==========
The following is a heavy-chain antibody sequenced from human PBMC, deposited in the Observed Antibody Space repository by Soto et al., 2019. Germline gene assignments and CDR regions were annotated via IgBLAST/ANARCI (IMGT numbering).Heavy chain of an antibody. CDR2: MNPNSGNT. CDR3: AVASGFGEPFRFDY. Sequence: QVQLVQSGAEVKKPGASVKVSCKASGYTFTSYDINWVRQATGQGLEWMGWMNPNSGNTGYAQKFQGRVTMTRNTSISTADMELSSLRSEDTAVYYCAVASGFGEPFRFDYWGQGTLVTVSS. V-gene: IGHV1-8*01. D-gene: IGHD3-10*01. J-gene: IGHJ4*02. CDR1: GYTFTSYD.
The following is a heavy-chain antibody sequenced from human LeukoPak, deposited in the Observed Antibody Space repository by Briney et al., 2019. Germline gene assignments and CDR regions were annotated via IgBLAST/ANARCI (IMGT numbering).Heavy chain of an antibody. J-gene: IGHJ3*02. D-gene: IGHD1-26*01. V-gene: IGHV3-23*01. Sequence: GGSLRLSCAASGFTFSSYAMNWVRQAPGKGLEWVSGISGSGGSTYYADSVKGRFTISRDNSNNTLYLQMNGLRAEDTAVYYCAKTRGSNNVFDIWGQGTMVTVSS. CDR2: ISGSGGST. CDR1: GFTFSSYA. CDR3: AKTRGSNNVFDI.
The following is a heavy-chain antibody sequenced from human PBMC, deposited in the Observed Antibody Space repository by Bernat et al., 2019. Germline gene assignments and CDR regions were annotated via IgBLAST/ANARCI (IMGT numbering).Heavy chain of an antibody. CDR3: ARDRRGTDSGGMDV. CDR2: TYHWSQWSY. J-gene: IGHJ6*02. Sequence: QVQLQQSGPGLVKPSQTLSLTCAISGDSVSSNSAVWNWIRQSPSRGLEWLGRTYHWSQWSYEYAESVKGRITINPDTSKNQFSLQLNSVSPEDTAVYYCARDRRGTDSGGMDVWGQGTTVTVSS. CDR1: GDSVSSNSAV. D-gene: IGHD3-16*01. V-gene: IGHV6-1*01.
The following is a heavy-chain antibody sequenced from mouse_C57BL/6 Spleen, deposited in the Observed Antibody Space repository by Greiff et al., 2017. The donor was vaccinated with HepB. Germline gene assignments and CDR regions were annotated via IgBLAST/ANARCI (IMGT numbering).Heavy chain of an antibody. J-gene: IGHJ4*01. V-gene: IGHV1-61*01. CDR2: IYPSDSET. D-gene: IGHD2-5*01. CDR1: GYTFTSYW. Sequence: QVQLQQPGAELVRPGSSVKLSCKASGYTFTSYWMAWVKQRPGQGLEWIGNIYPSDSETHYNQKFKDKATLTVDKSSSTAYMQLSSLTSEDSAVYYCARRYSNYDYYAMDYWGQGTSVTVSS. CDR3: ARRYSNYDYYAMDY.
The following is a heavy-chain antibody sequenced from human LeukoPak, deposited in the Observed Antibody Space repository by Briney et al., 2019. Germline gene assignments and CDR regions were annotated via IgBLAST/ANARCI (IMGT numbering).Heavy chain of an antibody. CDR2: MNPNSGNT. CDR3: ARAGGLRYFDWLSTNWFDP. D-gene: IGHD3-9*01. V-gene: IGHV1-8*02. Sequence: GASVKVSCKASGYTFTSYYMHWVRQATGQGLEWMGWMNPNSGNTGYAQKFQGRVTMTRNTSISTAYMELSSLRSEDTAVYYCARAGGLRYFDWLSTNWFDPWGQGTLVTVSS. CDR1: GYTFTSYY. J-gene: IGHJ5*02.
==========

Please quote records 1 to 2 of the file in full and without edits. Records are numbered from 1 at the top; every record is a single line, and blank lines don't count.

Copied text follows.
The following is a heavy-chain antibody sequenced from human PBMC, deposited in the Observed Antibody Space repository by Soto et al., 2019. Germline gene assignments and CDR regions were annotated via IgBLAST/ANARCI (IMGT numbering).Heavy chain of an antibody. CDR2: MNPNSGNT. CDR3: AVASGFGEPFRFDY. Sequence: QVQLVQSGAEVKKPGASVKVSCKASGYTFTSYDINWVRQATGQGLEWMGWMNPNSGNTGYAQKFQGRVTMTRNTSISTADMELSSLRSEDTAVYYCAVASGFGEPFRFDYWGQGTLVTVSS. V-gene: IGHV1-8*01. D-gene: IGHD3-10*01. J-gene: IGHJ4*02. CDR1: GYTFTSYD.
The following is a heavy-chain antibody sequenced from human LeukoPak, deposited in the Observed Antibody Space repository by Briney et al., 2019. Germline gene assignments and CDR regions were annotated via IgBLAST/ANARCI (IMGT numbering).Heavy chain of an antibody. J-gene: IGHJ3*02. D-gene: IGHD1-26*01. V-gene: IGHV3-23*01. Sequence: GGSLRLSCAASGFTFSSYAMNWVRQAPGKGLEWVSGISGSGGSTYYADSVKGRFTISRDNSNNTLYLQMNGLRAEDTAVYYCAKTRGSNNVFDIWGQGTMVTVSS. CDR2: ISGSGGST. CDR1: GFTFSSYA. CDR3: AKTRGSNNVFDI.